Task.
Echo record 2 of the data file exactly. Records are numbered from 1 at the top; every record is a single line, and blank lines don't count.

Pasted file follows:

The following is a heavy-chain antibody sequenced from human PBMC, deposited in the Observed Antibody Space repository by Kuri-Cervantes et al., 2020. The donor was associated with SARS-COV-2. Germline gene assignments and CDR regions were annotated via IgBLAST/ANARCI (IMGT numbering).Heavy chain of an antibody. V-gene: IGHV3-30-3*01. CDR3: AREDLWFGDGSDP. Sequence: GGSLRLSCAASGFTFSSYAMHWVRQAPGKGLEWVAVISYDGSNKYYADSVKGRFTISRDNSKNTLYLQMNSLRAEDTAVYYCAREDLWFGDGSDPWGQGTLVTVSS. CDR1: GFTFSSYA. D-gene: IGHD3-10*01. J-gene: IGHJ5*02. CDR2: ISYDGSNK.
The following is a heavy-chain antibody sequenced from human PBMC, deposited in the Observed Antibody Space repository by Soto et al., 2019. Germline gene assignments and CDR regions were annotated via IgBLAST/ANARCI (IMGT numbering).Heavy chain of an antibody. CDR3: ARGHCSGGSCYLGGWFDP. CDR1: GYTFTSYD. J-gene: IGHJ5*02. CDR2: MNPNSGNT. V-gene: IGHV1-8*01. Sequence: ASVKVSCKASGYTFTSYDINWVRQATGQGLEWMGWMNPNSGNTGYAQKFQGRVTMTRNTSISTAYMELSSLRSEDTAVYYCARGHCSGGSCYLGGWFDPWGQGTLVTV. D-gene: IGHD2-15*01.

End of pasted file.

The following is a heavy-chain antibody sequenced from human PBMC, deposited in the Observed Antibody Space repository by Soto et al., 2019. Germline gene assignments and CDR regions were annotated via IgBLAST/ANARCI (IMGT numbering).Heavy chain of an antibody. CDR3: ARGHCSGGSCYLGGWFDP. CDR1: GYTFTSYD. J-gene: IGHJ5*02. CDR2: MNPNSGNT. V-gene: IGHV1-8*01. Sequence: ASVKVSCKASGYTFTSYDINWVRQATGQGLEWMGWMNPNSGNTGYAQKFQGRVTMTRNTSISTAYMELSSLRSEDTAVYYCARGHCSGGSCYLGGWFDPWGQGTLVTV. D-gene: IGHD2-15*01.